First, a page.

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Driving Hospitality Out of Boston

The Boston Herald has come out in opposition to the City Council’s proposed 2% sales tax on all beer, wine and distilled spirits sold in Boston:

Editorial: Still hooked on taxes

Massachusetts voters sent a clear message a few years back that double-taxation is unacceptable, when they voted to repeal the extra tax that Beacon Hill had slapped on alcohol sales. Booze is already subject to an excise tax at the wholesale level.

But now two Boston city councilors want another bite at the fermented apple. City Council President Bill Linehan and Councilor Frank Baker have proposed a 2 percent municipal tax on the sale of alcohol in Boston, with the revenue from the tax earmarked for substance abuse services in the city . . .

It’s a worthy cause, no argument there.

But it’s also the same one Beacon Hill used to justify that 2009 tax — and voters didn’t support it then, either . . .

So to this vexing challenge Linehan and Baker bring their best idea, which also happens to be the laziest: A tax on the legal sale of alcohol — one voters have rejected and businesses in the city vehemently oppose.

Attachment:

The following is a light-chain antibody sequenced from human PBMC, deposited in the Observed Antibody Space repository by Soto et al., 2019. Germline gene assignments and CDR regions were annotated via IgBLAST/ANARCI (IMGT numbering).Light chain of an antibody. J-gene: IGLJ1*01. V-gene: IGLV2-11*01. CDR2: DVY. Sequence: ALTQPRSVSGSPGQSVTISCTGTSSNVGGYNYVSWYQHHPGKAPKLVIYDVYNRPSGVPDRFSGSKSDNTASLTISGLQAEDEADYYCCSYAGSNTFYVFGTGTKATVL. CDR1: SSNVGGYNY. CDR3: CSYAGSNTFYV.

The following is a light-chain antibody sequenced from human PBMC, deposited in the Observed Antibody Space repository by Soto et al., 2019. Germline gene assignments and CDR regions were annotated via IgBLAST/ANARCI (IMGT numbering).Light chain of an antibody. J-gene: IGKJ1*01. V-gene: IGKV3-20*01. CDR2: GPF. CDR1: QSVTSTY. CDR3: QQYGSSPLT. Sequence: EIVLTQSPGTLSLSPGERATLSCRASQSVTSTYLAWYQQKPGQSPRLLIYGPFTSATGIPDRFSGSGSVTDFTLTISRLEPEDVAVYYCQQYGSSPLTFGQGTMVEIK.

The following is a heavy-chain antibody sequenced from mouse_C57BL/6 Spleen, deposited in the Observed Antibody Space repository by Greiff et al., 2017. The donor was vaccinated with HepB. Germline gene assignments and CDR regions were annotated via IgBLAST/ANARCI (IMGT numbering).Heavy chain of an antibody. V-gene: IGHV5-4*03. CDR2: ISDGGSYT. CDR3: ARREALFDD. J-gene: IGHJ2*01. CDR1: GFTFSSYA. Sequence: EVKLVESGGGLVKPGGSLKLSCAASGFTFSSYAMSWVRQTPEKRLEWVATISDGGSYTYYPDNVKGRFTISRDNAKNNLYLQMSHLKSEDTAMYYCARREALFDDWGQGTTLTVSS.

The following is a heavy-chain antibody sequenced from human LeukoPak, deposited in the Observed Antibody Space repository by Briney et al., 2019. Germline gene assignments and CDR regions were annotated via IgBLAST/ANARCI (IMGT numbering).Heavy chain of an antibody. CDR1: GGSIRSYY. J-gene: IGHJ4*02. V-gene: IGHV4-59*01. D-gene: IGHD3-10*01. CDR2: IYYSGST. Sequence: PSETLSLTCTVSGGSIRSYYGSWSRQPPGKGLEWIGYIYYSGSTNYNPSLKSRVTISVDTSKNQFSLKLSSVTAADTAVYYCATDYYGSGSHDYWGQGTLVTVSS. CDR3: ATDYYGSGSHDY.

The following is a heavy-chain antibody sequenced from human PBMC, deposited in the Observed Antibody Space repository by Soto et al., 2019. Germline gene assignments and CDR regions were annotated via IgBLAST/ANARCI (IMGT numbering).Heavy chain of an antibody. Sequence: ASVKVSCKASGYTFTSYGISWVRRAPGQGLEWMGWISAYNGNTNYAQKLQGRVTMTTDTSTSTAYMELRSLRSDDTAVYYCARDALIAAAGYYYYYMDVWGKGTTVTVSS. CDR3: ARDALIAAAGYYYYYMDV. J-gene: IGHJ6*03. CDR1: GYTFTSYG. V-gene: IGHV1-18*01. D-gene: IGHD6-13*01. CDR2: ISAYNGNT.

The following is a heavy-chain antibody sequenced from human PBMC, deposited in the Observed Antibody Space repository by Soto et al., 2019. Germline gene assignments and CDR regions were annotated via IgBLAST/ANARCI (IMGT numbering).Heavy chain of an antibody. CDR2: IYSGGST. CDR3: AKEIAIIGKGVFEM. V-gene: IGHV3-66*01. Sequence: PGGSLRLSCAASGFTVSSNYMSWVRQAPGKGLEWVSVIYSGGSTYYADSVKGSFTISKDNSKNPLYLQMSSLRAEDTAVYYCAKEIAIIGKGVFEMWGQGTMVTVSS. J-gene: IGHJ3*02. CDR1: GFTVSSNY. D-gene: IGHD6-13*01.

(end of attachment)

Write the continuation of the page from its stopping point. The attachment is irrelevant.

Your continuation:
Consumers would barely feel the pinch, supporters will argue. That’s a weak rationale for the inherent unfairness in taxing them twice for the same product. And while the addiction crisis will someday abate, you can bet the tax will be with us forever. Surely Linehan and Baker have enough time in their day to come up with more creative solutions than this one.

A recent Boston Globe editorial strongly opposes the City Council’s proposal to tax all beer, wine and distilled spirits sold in Boston:

THE CITYWIDE alcohol tax proposed by two Boston city councilors is well-meaning but misguided . . .

But a new sales tax on alcohol is not the best way to treat addiction. Alcohol is already subject to an excise tax. And in a statewide 2010 referendum, voters repealed a law passed by the Legislature that would have imposed an additional 6.25 percent sales tax. What’s more, the new city tax — a home rule petition that would require passage by the Legislature and the governor’s signature — would place an unfair burden on Boston, and its restaurants and liquor retailers, to help solve a statewide problem. Why should the liquor purveyors of surrounding communities benefit from such an unfair advantage?

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